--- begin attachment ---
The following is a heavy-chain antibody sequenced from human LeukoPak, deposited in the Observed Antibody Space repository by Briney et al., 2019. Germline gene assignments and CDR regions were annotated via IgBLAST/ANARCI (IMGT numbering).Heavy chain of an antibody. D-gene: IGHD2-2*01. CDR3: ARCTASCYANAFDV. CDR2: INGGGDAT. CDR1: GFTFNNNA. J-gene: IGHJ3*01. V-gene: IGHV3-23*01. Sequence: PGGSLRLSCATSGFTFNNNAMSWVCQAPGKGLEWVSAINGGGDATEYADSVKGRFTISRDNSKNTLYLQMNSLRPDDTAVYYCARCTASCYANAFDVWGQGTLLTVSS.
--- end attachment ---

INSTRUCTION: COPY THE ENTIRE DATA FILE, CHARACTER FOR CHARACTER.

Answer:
The following is a heavy-chain antibody sequenced from human LeukoPak, deposited in the Observed Antibody Space repository by Briney et al., 2019. Germline gene assignments and CDR regions were annotated via IgBLAST/ANARCI (IMGT numbering).Heavy chain of an antibody. D-gene: IGHD2-2*01. CDR3: ARCTASCYANAFDV. CDR2: INGGGDAT. CDR1: GFTFNNNA. J-gene: IGHJ3*01. V-gene: IGHV3-23*01. Sequence: PGGSLRLSCATSGFTFNNNAMSWVCQAPGKGLEWVSAINGGGDATEYADSVKGRFTISRDNSKNTLYLQMNSLRPDDTAVYYCARCTASCYANAFDVWGQGTLLTVSS.